Monday, October 3, 2011

Editorial Daily Times Oct 4, 2011

Intensifying accusations

At the same time that the shrill tone of charges and counter-charges between Pakistan and the US appears to be easing, new, intensifying accusations, this time from Afghanistan, promise to keep the pot boiling. A statement from Afghan President Hamid Karzai’s palace has quoted investigators as saying that former Afghan president Burhannuddin Rabbani’s assassin was a Pakistani national from Chaman, Balochistan. According to the statement, the evidence shows Rabbani’s death was planned in Quetta. The statement went on to quote the investigators as saying that documents, other evidence, a biography, address and phone numbers of the suspects involved in the plot have been submitted to Pakistan’s government for their arrest and handing over. Meanwhile President Karzai, clearly deeply shocked by the assassination of his chief peacemaker with the Taliban, is said to be reviewing the whole peace strategy. Statements to the effect that it was no use talking to the Taliban, and that it only made sense to talk to Pakistan had been issued by the Afghan president only the other day. Pakistan’s foreign office (FO) of course rejected these accusations out of hand, choosing at the same time to throw the ball back in Afghanistan’s court by stating that perhaps some of Afghanistan’s own ‘agencies’ may be behind the murder. The so-called evidence given to the Pakistan Embassy in Kabul, according to the FO, was actually the confessional statement of an Afghan national accused of masterminding the assassination. Needless to say, the FO exonerated the ISI of any involvement in Rabbani’s death. Hundreds of Afghans meanwhile, were in the streets of Kabul protesting against Pakistan because of cross-border shelling and Pakistan’s alleged involvement in Rabbani’s assassination. Relations are at a very low ebb once again, with the Afghan foreign ministry dragging its feet on convening the trilateral meeting of Afghanistan-Pakistan-the US scheduled to be held in Kabul. The National Assembly session that started in Islamabad yesterday was expected to yield more fiery rhetoric along the lines of the All Parties Conference (APC) the other day, espousing patriotism and in the process letting the military establishment off the hook as far as fingers of suspicion being pointed at it are concerned.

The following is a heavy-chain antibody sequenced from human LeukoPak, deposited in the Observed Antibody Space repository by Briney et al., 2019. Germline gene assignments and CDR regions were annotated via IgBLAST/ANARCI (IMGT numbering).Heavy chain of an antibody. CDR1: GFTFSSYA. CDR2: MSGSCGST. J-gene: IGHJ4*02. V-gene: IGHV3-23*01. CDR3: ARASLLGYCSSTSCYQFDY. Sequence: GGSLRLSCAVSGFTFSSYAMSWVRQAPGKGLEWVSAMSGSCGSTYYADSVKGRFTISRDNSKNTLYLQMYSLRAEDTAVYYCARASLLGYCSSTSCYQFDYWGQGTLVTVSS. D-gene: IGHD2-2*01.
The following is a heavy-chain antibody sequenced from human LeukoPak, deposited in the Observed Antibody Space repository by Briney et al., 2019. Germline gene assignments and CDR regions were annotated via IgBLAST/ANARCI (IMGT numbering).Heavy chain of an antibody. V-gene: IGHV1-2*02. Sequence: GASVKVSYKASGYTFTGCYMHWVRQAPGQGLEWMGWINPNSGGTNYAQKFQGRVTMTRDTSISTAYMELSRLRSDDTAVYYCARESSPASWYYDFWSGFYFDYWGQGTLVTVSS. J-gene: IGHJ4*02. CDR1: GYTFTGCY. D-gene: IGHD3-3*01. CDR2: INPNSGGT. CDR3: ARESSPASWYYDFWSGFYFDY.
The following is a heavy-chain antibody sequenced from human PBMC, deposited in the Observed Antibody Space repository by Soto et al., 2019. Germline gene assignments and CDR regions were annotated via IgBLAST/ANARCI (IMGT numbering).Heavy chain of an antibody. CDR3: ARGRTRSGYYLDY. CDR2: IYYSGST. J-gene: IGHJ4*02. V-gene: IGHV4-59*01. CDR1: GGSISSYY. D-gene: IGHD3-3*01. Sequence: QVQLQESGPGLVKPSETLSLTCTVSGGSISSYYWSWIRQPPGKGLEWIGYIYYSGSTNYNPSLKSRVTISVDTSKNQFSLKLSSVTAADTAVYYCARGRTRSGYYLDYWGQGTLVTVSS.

Prime Minister Yousaf Raza Gilani, in an interaction with print media in Lahore on Sunday delivered himself of the ‘newfound’ wisdom vis-à-vis the Taliban. Fresh from his APC ‘triumph’, which saw the prime minister skilfully deliver the entire political class, one or two honourable exceptions aside, into the hands of the military establishment and its narrative of strategic depth, the prime minister said the government was committed to peace through dialogue with the Taliban in the tribal areas. He did not specify whether he meant the ‘good’ or the ‘bad’ Taliban. Nor did he indicate whether the Taliban were in turn willing to enter any such dialogue. If history is any guide, the only terms on which the Taliban have been willing to enter any such process is on their exclusive terms, which involved ceding control of territory to them. Such concessions and compromises in the past proved short lived and led to bigger conflict the day after. Mr Gilani was careful in his choice of words when he said any such elements ‘reconciled’ would be asked to ‘decommission’ themselves, since the term ‘surrender’ was humiliating in the tribal code of honour. The prime minister went on to say that his government had not signed a single agreement with the US, and that the APC ‘unanimity’ had persuaded Washington that there would be no US footprint on Pakistani soil. Pakistan, he continued, wanted no fight with anyone and he advised a moderate approach in relations with Afghanistan and the US. Does the prime minister realise the contradiction between his sweet words and the ground reality of the proxy war against Afghanistan, a sovereign neighbour, being waged from safe havens on Pakistani soil?

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